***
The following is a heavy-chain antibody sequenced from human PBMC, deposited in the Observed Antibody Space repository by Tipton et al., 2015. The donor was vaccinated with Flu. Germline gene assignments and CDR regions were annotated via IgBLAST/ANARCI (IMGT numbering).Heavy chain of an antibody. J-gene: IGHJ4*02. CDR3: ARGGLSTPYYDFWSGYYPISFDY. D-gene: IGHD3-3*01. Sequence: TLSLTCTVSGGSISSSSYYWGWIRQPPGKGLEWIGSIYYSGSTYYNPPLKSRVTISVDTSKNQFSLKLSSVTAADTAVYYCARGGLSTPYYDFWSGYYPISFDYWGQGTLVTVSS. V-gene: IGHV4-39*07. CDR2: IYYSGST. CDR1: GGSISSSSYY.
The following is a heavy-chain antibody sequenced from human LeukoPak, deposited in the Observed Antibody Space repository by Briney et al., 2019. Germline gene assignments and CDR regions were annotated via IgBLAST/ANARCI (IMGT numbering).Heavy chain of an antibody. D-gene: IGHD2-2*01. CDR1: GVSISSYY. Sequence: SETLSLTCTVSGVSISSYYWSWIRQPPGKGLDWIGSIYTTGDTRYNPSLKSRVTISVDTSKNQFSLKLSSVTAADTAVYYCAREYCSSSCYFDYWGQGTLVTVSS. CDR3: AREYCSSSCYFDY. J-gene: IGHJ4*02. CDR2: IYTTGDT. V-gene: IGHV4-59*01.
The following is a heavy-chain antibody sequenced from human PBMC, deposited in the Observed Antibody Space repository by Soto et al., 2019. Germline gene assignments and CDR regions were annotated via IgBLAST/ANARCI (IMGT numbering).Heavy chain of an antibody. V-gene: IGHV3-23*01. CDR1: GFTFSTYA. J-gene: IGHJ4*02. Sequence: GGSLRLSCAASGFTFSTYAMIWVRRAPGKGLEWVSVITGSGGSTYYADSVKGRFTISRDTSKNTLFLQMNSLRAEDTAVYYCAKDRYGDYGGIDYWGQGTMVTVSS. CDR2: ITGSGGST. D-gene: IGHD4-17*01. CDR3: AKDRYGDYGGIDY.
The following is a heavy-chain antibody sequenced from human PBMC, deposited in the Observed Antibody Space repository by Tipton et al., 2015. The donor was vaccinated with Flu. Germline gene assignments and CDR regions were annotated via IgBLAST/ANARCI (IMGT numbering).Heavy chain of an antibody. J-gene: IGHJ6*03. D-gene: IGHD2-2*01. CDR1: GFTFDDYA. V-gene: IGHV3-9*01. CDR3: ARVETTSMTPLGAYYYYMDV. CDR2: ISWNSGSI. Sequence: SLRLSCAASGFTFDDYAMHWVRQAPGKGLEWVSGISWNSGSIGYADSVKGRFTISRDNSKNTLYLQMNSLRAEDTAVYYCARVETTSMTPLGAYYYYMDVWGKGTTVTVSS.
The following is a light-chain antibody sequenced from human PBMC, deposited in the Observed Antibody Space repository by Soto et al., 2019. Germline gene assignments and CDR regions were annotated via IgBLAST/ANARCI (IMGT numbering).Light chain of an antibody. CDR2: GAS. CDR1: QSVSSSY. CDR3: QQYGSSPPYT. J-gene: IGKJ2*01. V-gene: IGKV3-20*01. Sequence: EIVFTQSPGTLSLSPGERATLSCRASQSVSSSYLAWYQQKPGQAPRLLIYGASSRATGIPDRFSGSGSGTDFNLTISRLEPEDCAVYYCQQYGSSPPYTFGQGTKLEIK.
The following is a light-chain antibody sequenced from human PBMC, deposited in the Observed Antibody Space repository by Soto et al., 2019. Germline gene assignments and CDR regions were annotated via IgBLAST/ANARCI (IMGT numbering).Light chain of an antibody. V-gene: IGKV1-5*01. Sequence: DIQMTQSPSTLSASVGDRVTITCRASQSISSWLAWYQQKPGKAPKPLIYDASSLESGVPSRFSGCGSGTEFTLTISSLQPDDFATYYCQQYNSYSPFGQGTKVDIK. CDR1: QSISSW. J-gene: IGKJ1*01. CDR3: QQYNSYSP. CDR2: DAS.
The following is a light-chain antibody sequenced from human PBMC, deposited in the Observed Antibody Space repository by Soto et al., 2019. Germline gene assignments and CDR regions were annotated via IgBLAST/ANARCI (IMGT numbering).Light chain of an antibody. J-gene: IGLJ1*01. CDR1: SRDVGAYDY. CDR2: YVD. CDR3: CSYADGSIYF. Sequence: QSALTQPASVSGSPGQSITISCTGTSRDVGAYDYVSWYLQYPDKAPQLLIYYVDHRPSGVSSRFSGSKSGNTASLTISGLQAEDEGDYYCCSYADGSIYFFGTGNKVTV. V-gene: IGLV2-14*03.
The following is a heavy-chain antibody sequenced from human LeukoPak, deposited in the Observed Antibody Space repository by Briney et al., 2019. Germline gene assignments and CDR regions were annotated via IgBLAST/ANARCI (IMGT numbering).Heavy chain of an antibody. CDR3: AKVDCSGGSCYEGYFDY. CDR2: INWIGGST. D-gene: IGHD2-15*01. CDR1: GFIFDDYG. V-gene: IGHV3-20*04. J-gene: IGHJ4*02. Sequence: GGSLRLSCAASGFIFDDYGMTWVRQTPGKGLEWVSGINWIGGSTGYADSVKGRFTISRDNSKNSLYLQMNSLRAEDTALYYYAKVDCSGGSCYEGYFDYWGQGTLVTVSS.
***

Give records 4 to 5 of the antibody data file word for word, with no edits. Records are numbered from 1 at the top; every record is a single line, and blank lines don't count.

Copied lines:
The following is a heavy-chain antibody sequenced from human PBMC, deposited in the Observed Antibody Space repository by Tipton et al., 2015. The donor was vaccinated with Flu. Germline gene assignments and CDR regions were annotated via IgBLAST/ANARCI (IMGT numbering).Heavy chain of an antibody. J-gene: IGHJ6*03. D-gene: IGHD2-2*01. CDR1: GFTFDDYA. V-gene: IGHV3-9*01. CDR3: ARVETTSMTPLGAYYYYMDV. CDR2: ISWNSGSI. Sequence: SLRLSCAASGFTFDDYAMHWVRQAPGKGLEWVSGISWNSGSIGYADSVKGRFTISRDNSKNTLYLQMNSLRAEDTAVYYCARVETTSMTPLGAYYYYMDVWGKGTTVTVSS.
The following is a light-chain antibody sequenced from human PBMC, deposited in the Observed Antibody Space repository by Soto et al., 2019. Germline gene assignments and CDR regions were annotated via IgBLAST/ANARCI (IMGT numbering).Light chain of an antibody. CDR2: GAS. CDR1: QSVSSSY. CDR3: QQYGSSPPYT. J-gene: IGKJ2*01. V-gene: IGKV3-20*01. Sequence: EIVFTQSPGTLSLSPGERATLSCRASQSVSSSYLAWYQQKPGQAPRLLIYGASSRATGIPDRFSGSGSGTDFNLTISRLEPEDCAVYYCQQYGSSPPYTFGQGTKLEIK.